By Estelle Shirbon
LONDON, Jan 19 (Reuters) - BP said on Saturday that 14 of its 18 employees at the In Amenas plant in Algeria were safe but the fate of the remaining four remained unknown as the hostage crisis there was drawing to a close.
“While not confirmed, tragically we have grave fears that we are likely to have suffered one or more casualties,” said Bob Dudley, chief executive of the oil and gas giant, during a conference call with reporters.
“This was an unprovoked, violent assault by heavily armed murderers,” he said.
The Algerian army carried out a dramatic final assault earlier on Saturday to end a siege of the desert plant by Islamic militants who attacked it on Wednesday. Details of casualties were still hazy.
Dudley declined to disclose the nationalities of the four employees still missing or of the 14 who were safe, but when a reporter brought up the name of American Mark Cobb, manager of the In Amenas joint venture, Dudley confirmed that Cobb was safe.
Two of the 14 employees who are safe sustained injuries but these were not life-threatening and the pair had already been flown out of Algeria, Dudley said.
“The information I’ve had from the Algerian energy ministry is that the active operation has been completed, that the terrorists had an intention of potentially destroying the entire facility and there are explosives and mines involved and it is being very systematically being walked through by the Algerian military,” Dudley said.
Dudley said that typically there were 500 to 700 people on site at the In Amenas plant, most of whom were Algerian. The minority of foreigners who worked there included citizens from more than 25 countries.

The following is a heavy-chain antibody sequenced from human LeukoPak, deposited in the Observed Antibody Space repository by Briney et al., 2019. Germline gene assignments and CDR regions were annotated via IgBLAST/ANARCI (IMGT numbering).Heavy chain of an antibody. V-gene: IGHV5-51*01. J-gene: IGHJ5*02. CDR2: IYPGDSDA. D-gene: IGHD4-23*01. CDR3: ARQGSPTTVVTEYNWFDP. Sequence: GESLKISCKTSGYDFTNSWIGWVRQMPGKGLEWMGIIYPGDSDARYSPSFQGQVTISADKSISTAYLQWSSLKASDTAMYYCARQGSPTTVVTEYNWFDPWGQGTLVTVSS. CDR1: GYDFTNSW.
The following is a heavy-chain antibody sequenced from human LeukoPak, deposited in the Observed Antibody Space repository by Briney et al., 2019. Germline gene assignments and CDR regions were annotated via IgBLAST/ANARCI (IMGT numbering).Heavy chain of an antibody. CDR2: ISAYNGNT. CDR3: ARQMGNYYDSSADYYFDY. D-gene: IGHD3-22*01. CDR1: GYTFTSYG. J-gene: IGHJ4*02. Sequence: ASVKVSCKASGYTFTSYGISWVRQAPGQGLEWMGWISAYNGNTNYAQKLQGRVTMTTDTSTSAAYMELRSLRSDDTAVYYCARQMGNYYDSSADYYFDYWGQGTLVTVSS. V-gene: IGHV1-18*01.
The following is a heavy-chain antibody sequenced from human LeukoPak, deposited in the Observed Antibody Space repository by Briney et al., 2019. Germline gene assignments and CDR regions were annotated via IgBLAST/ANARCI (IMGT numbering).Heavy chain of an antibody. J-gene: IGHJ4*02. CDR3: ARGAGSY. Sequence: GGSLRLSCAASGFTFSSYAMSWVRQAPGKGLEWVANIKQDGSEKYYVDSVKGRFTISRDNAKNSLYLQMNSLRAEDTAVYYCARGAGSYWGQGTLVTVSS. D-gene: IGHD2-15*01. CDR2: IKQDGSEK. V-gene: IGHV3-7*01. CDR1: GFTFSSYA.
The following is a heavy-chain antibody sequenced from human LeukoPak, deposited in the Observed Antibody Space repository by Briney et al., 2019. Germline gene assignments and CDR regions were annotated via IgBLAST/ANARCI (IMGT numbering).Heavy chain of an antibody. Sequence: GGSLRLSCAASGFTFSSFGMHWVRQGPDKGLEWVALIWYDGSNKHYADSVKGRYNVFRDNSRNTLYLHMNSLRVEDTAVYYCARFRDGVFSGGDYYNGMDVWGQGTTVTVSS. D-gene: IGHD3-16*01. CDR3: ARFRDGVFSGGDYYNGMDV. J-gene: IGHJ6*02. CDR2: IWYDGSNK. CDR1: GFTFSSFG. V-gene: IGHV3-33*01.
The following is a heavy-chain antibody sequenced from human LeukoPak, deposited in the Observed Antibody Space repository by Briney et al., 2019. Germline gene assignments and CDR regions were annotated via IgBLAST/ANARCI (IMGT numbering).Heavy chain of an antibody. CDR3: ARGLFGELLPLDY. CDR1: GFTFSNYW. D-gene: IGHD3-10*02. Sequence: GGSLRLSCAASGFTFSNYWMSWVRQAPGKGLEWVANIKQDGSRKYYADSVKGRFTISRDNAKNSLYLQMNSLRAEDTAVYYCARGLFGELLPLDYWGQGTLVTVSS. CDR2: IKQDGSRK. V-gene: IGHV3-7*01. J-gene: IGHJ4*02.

He said BP usually had around 20 people at In Amenas and 60 in the whole of Algeria.
The firm was in the process of evacuating non-essential staff from Algeria as a precautionary measure, he said, and 25 had already left.
Dudley said BP’s intention was to return to normal operations in Algeria as soon as circumstances allowed.
He also said that BP was reviewing security at other installations in the region, but did not give any details.
Asked for details about how and when operations at In Amenas had been shut down, Dudley said that within three or four hours of the start of the attack on Wednesday BP had received a report that the gas wells had been isolated from the facility.
This meant the flow of gas to the facility was closed first, and then the vessels and processing equipment were vented down so there was no longer high-pressure in the plant, he said.
“What that meant is that there were a number of vessels that remained with liquid hydrocarbons in them throughout this event,” Dudley said.